Can you Delete Microsoft Reserved Partition?
The previous section explained whether you ‘Should’ delete the System Reserved Partition. Here, we’ll discuss if you “Can” delete it on your own?
Since Windows keep the reserved partition hidden unlike other drive partitions, you won’t be able to access it from File Explorer. In addition, even if you see the Microsoft Reserved partition in the disk management utility, you won’t be able to delete it as all the options remain greyed out. Therefore, if you still attempt to delete it, a third-party tool will be required. However, it’s not recommended at all because doing so may put your system at great risk.
Better to Prevent System Reserved Partition from Creation
If you don’t want this partition, or for whatever reason, you want to remove it, deleting is not the way to go. The easiest and the best way to just simply prevent it from being created in the beginning. You can follow the below steps:
- While installing Windows on your system, press Shift + F10 to open a command prompt.
- In the open command prompt window, type diskpart and hit Enter.
- Next, type select disk 0, and then type create primary partition and hit Enter after typing each command.
- Continue following the instructions (if any) to complete the setup process. Choose the partition you selected earlier while creating the partition.
Although it may seem like this system volume is cluttering your drive storage, it is essential indeed to perform many actions. In addition, deleting it won’t save you much space. Overall, don’t just think about deleting it. It won’t do any good for you. Moreover, if you don’t want it to be in the place, prevent it from being created during Windows installation.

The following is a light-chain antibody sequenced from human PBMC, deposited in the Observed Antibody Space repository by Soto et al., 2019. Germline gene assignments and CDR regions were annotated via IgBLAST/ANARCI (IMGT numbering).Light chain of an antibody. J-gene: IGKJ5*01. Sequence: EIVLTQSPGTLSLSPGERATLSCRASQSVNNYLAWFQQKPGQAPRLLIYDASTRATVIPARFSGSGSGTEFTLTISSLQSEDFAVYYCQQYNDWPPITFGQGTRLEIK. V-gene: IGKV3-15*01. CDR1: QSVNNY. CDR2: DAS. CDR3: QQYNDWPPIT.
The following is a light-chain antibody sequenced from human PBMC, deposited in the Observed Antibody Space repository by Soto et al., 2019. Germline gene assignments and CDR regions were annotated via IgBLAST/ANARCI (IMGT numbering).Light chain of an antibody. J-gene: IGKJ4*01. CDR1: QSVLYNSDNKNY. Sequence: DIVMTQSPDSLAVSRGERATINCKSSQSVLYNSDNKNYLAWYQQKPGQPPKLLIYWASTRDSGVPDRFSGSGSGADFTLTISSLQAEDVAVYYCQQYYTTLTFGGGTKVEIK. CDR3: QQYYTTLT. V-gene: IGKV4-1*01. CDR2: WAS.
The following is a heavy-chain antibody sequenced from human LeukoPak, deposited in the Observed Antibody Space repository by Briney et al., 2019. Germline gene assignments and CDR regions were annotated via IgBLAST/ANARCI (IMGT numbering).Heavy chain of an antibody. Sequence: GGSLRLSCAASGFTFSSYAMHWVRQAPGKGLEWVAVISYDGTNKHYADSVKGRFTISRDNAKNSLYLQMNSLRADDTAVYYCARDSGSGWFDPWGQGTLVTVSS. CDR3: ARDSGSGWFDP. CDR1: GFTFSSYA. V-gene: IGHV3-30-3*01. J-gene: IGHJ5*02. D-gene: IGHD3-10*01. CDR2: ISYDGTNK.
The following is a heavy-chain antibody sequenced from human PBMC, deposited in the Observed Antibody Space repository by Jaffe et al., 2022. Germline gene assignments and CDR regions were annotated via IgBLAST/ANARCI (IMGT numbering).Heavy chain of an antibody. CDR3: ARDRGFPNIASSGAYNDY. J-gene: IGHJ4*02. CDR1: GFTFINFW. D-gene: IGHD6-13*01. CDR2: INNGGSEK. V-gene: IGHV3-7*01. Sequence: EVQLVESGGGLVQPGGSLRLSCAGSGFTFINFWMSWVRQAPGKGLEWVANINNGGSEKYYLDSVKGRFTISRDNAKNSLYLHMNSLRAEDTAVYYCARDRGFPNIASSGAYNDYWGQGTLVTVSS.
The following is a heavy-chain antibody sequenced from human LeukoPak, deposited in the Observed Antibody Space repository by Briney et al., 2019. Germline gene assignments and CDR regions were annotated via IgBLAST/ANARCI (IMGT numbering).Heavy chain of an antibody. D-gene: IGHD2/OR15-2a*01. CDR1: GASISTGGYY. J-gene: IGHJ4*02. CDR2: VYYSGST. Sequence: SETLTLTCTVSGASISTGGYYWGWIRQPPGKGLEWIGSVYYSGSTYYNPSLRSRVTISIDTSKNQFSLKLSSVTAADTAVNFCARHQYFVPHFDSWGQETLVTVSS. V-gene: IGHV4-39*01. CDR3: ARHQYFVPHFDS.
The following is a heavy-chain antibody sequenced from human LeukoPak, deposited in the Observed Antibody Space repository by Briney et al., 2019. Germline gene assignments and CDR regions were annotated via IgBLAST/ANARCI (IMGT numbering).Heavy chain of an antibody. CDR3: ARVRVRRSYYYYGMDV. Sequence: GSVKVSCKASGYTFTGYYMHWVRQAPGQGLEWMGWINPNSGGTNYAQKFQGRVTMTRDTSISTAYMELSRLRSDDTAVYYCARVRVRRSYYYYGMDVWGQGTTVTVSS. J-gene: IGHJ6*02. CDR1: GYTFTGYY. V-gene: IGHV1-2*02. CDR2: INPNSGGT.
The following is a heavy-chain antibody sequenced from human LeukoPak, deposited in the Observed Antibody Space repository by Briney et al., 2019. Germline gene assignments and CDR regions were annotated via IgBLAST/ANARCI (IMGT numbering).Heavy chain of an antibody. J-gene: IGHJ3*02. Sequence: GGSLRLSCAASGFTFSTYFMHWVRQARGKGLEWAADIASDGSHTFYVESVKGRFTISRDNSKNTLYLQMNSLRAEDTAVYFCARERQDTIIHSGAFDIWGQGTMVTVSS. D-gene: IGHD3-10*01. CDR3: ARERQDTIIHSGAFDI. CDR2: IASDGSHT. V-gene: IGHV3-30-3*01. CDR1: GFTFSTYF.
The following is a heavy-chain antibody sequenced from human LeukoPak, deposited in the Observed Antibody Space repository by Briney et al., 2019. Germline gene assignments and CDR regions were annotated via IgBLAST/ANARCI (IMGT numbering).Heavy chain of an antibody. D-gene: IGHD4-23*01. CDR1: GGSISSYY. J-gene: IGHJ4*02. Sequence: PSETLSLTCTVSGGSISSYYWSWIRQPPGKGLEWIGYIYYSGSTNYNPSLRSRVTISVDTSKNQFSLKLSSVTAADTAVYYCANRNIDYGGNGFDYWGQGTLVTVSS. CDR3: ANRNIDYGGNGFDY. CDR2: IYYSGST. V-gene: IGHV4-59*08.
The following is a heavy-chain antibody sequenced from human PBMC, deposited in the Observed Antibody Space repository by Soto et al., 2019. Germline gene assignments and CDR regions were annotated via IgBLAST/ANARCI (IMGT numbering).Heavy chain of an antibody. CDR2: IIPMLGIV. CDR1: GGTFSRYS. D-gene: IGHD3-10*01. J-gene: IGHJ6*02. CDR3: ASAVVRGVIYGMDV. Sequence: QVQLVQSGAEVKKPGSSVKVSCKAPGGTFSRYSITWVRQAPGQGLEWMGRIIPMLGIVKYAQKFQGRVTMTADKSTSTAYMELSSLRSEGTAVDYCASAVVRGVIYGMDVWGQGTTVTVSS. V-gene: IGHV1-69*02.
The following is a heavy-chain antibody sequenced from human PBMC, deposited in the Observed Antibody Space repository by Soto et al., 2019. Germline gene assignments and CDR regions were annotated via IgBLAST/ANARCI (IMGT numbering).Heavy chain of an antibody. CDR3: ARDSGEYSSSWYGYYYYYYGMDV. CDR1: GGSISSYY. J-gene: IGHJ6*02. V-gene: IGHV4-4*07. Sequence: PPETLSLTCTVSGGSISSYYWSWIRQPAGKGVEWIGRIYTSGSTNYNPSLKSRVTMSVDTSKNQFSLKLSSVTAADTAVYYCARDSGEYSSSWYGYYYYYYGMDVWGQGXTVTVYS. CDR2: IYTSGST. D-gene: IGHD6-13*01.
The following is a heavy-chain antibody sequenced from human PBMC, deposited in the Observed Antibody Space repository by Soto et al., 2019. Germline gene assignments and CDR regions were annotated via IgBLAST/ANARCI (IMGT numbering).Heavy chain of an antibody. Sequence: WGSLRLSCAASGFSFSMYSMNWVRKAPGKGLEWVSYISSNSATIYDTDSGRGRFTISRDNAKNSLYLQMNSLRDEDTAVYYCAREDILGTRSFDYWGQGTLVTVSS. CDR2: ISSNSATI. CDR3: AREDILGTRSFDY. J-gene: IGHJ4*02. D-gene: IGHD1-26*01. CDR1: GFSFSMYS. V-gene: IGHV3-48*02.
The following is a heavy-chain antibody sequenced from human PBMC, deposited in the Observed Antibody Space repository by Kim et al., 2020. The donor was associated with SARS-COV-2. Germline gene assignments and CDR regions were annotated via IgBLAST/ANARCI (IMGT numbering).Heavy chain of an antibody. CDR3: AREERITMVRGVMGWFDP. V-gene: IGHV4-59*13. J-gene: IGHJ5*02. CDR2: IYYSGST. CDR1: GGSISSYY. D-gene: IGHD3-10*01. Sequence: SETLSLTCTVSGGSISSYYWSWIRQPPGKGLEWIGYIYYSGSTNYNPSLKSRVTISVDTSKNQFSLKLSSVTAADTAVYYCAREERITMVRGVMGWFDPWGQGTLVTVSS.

1. When Windows System Reserved Partition is Created?
The Microsoft Reserved partition is part of your disk storage. It is usually created during the Windows OS installation process just before the space allocation for the main partition.
2. What happens if we delete the System Reserved partition?
Since System Reserved Partition consists of the Boot Configuration Data and Boot Manager, deleting it may throw ‘System won’t boot’ or other boot-related issues.
3. Does System Reserved Partition contain boot files?
Yes, the System Reserved partition contains the boot files, along with recovery files and files associated with the BitLocker encryption system. However, you can also store them on other system partitions.
4. How do I fix the “We couldn’t update system reserved partition” error installing Windows 10?
Whenever you update or upgrade Windows 10, you might face the error stating – ‘We couldn’t update system reserved partition’ error. It occurs due to a lack of space on System Reserved Partition. Apart from boot information for Windows, this volume can also contain some third-party anti-virus and security apps write. However, you can refer Microsoft page to fix this error.
5. Does deleting a partition remove all data?
If you remove any drive partition of a hard drive, it will erase any data stored on it. Hence, it’s necessary to delete the partition, don’t do it. And, always take backup of your data stored.
6. Can I recover data from a formatted drive partition?
You can use dedicated data recovery software, such as Stellar Data Recovery Free edition to recover data from formatted or corrupted hard drives. It can restore all file types and formats in a few simple steps. Further, it can recover up to 1 GB of data.